Bank of Canada Hikes Rates 50 bps to Highest Level Since 2008

Bank of Canada raised the target for its overnight rate by 50bps to 4.25% in December 2022, the market had been pricing a 62% chance of a 25-bps hike while economists narrowly favored the 50-bps hike. The move follows the aggressive hikes at the last three meetings. It was the seventh consecutive rate hike pushing borrowing costs to the highest level since 2008. Notably the BoC Governing Council dropped “expects that the policy interest rate will need to rise further” to achieve the 2% inflation target from this month’s statement. There is no press conference scheduled for today.

Bank of Canada Building
  • The Bank of Canada today increased its target for the overnight rate to 4.25% with the Bank Rate at 4.50% and the deposit rate at 4.25%. The Bank is also continuing its policy of quantitative tightening.
Canada Interest Rate
 Bank of Canada overnight rate

There’s no press conference today but the BOC’s Kozicki speaks tomorrow at 12:45 pm ET

“Governing Council continues to assess how tighter monetary policy is working to slow demand, how supply challenges are resolving, and how inflation and inflation expectations are responding. Quantitative tightening is complementing increases in the policy rate.” officials said in the policy statement.

Market Reaction

  • UPDATED US to the Canadian dollar USDCAD moved from 1.3644 to a low of 1.3587 before a bounce to 1.3651 over the following hours.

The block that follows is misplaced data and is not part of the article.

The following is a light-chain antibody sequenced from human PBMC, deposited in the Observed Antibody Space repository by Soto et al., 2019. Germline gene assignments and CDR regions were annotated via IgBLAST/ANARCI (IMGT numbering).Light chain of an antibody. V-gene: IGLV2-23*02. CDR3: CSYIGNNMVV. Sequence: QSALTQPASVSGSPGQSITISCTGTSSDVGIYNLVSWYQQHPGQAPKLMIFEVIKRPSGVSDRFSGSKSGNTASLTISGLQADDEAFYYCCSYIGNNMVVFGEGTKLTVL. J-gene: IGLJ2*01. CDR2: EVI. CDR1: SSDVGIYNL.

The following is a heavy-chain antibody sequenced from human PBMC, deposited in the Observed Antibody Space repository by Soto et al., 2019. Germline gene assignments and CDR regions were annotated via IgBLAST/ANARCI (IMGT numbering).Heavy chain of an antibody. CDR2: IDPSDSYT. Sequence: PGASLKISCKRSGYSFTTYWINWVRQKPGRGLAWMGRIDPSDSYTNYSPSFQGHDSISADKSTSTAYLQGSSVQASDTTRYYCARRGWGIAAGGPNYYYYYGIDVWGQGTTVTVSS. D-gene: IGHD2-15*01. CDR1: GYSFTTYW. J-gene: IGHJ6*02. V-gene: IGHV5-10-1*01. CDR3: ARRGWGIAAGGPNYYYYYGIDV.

BoC Highlights

  • The overnight rate is now 3.25% Prior overnight rate was 3.75%
  • “Governing Council will be considering whether the policy interest rate needs to rise further to bring supply and demand back into balance and return inflation to target”
  • There is growing evidence that tighter monetary policy is restraining domestic demand
  • Overall, the data since the October MPR support the Bank’s outlook that growth will essentially stall through the end of this year and the first half of next year.
  • Prior statement said “the Governing Council expects that the policy interest rate will need to rise further” but this has been dropped
  • We are resolute in our commitment to achieving the 2% inflation target and restoring price stability for Canadians.
  • Inflation is still too high and short-term inflation expectations remain elevated
  • In Canada, GDP growth in the third quarter was stronger than expected, and the economy continued to operate in excess demand. Canada’s labour market remains tight, with unemployment near historic lows

Bank of Canada Full Rate Statement for December 2022

The Bank of Canada today increased its target for the overnight rate to 4¼%, with the Bank Rate at 4½% and the deposit rate at 4¼%. The Bank is also continuing its policy of quantitative tightening.

Inflation around the world remains high and broadly based. Global economic growth is slowing, although it is proving more resilient than was expected at the time of the October Monetary Policy Report (MPR). In the United States, the economy is weakening but consumption continues to be solid and the labour market remains overheated. The gradual easing of global supply bottlenecks continues, although further progress could be disrupted by geopolitical events.